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RE: Campbell's even crazier than a MANIAC? (archeopteryx climbing)

Augusto Haro wrote:

> Tim, I'm not saying that *Archaeopteryx* runs in branches, but that using
> the wings for balancing purposes when climbing has not necessarily to be
> related to fast locomotion, and can be used also when going to fall even if
> not running.

OK, I understand now.  Still, using only the hindlimbs for any kind of arboreal 
locomotion has to take into account the poor grasping abilities of both the 
hands and the feet.  Climbing and perhaps 'perching' would have required both 
fore- and hindlimbs to be used.

> I forgot to mention in the phrase of the perching foot that its relatively
> early appearence is suggestive of arboreal habits in early birds, altough it
> is apparently not present in the earliest avialae (so that it might be a
> further refinement to a formerly invaded arboreal habitat).

Quite possibly.  But the incipient grasping pes shows that arboreality could 
not have long preceded _Archaeopteryx_.  BTW, I'm not against the idea of 
_Archaeopteryx_ (or _Microraptor_, or _Epidendrosaurus_, or even 
_Protarchaeopteryx_) occasionally venturing up into trees.  However, the 
question to ask is: why were their climbing/perching abilities so darn awful?  
Did something hold them back; or were all these guys very close to the origin 
of arboreal habits in theropods? 

> That the foot of *Archaeopteryx* is not perching does not seem to be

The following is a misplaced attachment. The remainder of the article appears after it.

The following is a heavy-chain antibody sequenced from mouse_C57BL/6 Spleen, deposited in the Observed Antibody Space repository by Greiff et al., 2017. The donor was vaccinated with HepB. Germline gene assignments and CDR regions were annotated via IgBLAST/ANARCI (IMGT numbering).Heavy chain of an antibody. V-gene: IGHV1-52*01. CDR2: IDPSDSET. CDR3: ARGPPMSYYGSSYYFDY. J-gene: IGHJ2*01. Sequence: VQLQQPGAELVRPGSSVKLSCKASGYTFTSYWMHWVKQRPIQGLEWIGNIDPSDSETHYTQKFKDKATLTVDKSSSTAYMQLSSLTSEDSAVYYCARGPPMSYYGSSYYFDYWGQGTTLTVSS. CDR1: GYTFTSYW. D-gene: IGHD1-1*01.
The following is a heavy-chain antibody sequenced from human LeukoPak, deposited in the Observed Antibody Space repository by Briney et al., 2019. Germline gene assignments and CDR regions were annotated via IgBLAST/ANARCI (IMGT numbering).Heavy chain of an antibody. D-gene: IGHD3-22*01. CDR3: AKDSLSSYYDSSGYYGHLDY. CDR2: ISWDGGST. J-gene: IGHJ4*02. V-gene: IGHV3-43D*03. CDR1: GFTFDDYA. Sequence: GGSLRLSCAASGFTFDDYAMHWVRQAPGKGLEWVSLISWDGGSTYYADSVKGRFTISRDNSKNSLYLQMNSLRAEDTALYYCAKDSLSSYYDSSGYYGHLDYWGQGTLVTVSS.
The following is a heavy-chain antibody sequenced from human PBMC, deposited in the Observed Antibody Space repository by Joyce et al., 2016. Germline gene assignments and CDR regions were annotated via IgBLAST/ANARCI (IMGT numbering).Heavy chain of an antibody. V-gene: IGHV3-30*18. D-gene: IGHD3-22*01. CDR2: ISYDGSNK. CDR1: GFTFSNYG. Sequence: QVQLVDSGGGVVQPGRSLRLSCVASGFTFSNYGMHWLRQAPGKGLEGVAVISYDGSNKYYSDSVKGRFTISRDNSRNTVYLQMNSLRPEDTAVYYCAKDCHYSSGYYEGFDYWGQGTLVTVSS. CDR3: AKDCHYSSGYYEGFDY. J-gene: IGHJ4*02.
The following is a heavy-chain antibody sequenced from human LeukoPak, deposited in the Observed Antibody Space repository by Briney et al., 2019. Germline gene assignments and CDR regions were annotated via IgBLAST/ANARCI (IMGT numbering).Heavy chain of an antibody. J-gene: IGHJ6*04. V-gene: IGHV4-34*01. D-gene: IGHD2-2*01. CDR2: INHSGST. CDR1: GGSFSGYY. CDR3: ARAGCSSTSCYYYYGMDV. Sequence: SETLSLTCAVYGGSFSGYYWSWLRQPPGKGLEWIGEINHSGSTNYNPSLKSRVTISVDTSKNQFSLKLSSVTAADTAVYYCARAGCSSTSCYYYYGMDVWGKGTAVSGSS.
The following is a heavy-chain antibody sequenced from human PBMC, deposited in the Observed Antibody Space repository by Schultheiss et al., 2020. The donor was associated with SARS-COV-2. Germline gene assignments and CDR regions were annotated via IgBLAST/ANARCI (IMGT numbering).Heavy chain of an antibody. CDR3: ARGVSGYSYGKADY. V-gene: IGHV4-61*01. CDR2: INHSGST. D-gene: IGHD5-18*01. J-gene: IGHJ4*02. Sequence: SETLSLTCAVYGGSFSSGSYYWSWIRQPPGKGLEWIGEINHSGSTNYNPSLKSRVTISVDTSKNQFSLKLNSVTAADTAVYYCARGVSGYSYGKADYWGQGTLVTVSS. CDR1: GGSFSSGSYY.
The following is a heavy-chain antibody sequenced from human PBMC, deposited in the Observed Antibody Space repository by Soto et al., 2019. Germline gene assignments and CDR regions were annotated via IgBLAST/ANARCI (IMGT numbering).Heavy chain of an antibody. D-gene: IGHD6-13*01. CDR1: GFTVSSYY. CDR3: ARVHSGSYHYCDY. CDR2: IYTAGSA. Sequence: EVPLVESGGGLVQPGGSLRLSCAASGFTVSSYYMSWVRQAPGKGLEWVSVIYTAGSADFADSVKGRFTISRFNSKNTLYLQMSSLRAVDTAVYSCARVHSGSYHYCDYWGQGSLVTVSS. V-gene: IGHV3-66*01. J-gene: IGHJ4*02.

> sufficient evidence against arboreal habits, or to invalidate what the
> curvature of unguals indicate. Indeed, many animals that climb do not have a
> perching foot. 

True.  But the absence of a specialized perching foot is strange for animal 
that supposedly spent most of its time in trees and/or evolved from a 
'tetrapteryx'-style glider.  

Overall, I think discussions on the arboreal versus cursorial habits of 
_Archaeopteryx_ should not be presented as black and white, but in shades of 
grey.  On the claw curvature issue, I'd highly recommend reading Glen and 
Bennett (2007; 'Foraging modes of Mesozoic birds and non-avian theropods', 
Current Biology 17: R911-R912).

> Among mammals, not even the Primates present such a opposable
> pollex (the pollex never forms a 180° angle with other toes), yet there are
> many good climbers among mammals, which use curved claws. 

Primates happen to have a superbly prehensile manus.  

> Yes, the horizontal femur is much probably useful for maintaning the center
> of gravity upon the feet, but it seemingly restricts cursoriality
> by removing a segment from the stride lenght. However, as many birds retract
> the femur extensively while running, perhaps no segment was lost after all
> when needed.

Cursorial birds can run quite fast, although not elegantly.  Apparently in 
ratites the femur is mobilized during running.  In any case, the effective 
'removal' (decoupling) of the femur from most forms of locomotion is 
compensated by changes to the length of the more distal hindlimb segments.


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